On a normal Monday during baseball season, Scott Daeley would be sitting in the bleachers watching the best high school baseball game he could find within driving distance.
Georgia’s hitting coach and recruiting coordinator tried to catch at least one high school game each week. When the Bulldogs had a weekend series on the road, Daeley spurned the team bus for a trip in his car. On the way to Florida, he tried finding a game in South Georgia. On the way to Vanderbilt, he liked stopping in North Georgia.
Daeley’s recruiting trips are now on hold, and the future of Georgia baseball’s roster is in limbo.
The COVID-19 pandemic forced the cancellations of professional, college and high school games. In response to the crisis, the NCAA extended its in-person recruiting ban through May 31. It also allowed schools to grant an extra year of eligibility to spring sport athletes.
Georgia baseball plans to offer eligibility relief to the players who want it, Daeley said. The uncertainty surrounding players’ decisions, along with the inability to evaluate recruits, will make it difficult to manage the team’s roster, Daeley said.
“It’s always a juggling act with us as far as how many incoming guys we take on,” he said. “We’re a long ways away from knowing exactly where we’re going to be scholarship-wise.”
Baseball is the only Division I spring sport with a roster limit. It also has just 11.7 scholarships to distribute among 27 scholarship players.
The NCAA won’t enforce the normal roster limit of 35 players next season due to COVID-19. Each player over the limit must be taking advantage of the eligibility relief.
As of press time, Georgia seniors Cam Shepherd, Patrick Sullivan, Logan Moody and Justin Glover haven’t decided if they will return. Moody and Glover are trying to decide if they want to enter the workforce, pitching coach Sean Kenny said.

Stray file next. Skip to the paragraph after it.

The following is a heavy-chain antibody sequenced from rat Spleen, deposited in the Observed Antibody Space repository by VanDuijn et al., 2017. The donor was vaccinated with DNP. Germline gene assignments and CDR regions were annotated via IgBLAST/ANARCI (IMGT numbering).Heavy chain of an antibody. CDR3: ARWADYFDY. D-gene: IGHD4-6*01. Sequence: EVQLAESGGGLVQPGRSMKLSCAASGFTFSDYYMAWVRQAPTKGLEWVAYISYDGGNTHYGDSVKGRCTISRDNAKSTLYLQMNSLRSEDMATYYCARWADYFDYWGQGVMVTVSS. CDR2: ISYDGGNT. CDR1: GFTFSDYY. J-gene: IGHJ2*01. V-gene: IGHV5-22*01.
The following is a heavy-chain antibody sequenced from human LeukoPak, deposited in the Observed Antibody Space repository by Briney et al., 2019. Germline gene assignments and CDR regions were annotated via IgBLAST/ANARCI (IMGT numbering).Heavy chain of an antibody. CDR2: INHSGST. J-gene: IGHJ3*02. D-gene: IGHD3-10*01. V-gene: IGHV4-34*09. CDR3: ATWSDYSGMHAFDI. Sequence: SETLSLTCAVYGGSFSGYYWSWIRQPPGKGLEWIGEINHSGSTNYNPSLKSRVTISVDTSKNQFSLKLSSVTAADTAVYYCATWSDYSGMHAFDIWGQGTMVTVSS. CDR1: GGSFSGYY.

“My feelings based on our conversations were one day they want to come back, and the next day, they wake up and they’re not sure,” Kenny said.
Seventeen other players are eligible to leave for the professional ranks, further complicating Georgia’s roster management. Major League Baseball teams can select redshirt sophomores and juniors (and this year, seniors) who might have been expected to return to college. They can also draft and sign high school seniors who were committed to play in college.
The 2020 MLB Draft was shortened from 40 rounds to as little as five rounds due to financial concerns connected with COVID-19. A deal between the MLB and the player’s association also capped signing bonuses for undrafted free agents at $20,000.
Georgia will have to wait longer than normal to figure out which players are returning. MLB’s signing deadline will be as late as Aug. 1. Last year, it was July 12.
Kenny said the rule changes won’t have an effect on next year’s recruiting class, which has 16 commits according to Prep Baseball Report. Future recruiting classes will likely be smaller.
“You kind of have to wait and see what your own roster looks like,” Kenny said. “We just don’t know.”
A proposed transfer rule that would allow athletes to compete immediately after their first transfer would add another wrinkle to the situation.
If the Division I Council votes to remove the requirement in May, a wave of transfers would likely ensue. Players are already more incentivized to transfer since rosters will be deeper and more experienced with the eligibility relief granted in the wake of COVID-19.
“[The proposed transfer rule] will play a huge role in how rosters are managed moving forward,” Daeley said. “I think it’s good for the players. Some of them end up in situations they didn’t expect to be in.”